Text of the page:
Huge cracks in the Ineos armour as Roglič extends his lead
With a huge amount of climbing to contend with, stage 13 was expected to be a tale of two races.
As the breakaway drama for the stage unfolded at the finish, the yellow jersey battle began to explode into life in the final few kilometres.
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Ineos Grenadiers were clearly motivated as they had led the charge early in the stage and they finally launched their first notable attack on their rivals as Richard Carapaz tried to distance the favourites in support of his leader Egan Bernal.
The favourites appeared evenly matched for most of the stage until they hit the very final climb of the day, when we saw the first real gaps open up in the top-10.
Roglič and his compatriot Tadej Pogačar (UAE Team Emirates) stretched their legs on the brutal gradients to Puy Mary and pulled out a modest gap on their rivals.
Richie Porte (Trek-Segafredo) was resurgent as he rode just a few lengths off the two Slovenians, but the real shock came as Egan Bernal cracked badly under the pressure.
The reigning champion clearly didn’t have the legs to match Roglič and he began to lose more and more time near the summit.
Roglič led in the favourites with Pogačar alongside, while Bernal lost 38 seconds by the finish to Roglič and slipped back to third place.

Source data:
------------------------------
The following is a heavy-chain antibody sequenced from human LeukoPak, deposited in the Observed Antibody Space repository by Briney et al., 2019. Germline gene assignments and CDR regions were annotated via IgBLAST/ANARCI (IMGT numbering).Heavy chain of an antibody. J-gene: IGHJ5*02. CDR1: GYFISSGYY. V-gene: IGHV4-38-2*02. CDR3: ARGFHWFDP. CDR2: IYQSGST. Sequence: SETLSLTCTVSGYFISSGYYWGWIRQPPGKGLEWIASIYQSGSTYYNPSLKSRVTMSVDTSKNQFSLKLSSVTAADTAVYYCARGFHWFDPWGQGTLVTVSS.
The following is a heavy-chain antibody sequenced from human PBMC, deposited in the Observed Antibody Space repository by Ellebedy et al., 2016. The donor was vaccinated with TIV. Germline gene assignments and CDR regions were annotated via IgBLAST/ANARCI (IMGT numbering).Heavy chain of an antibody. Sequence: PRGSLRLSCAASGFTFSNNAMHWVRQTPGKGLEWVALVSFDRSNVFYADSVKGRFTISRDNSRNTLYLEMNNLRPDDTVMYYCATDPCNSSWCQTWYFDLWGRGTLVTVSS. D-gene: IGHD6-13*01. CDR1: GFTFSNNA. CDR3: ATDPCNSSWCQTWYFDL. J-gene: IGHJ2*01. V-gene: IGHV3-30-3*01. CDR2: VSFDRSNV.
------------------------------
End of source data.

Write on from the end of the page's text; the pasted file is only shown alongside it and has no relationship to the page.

Bernal is now 59 seconds behind Roglič, while Pogacar has jumped up five places to occupy second place on the general classification, 44 seconds behind the leader.
Time to celebrate for EF Pro Cycling
US WorldTour team EF Pro Cycling had been having a quietly promising Tour de France in the opening two weeks, sneaking into the top-10 overall with Rigoberto Urán and staying active in the breakaways with Nielson Powless.
But despite the hints of success, Jonathan Vaughters’s team were just missing their moment of glory.
That all changed on stage 13 when they managed to get three riders – Hugh Carthy, Powless and Dani Martínez – into the break.
Powless was the first to show his hand as he rode clear from his fellow breakaway riders, but the victory looked to be slipping away from EF when Max Schachmann (Bora-Hansgrohe) cracked Powless to ride away solo.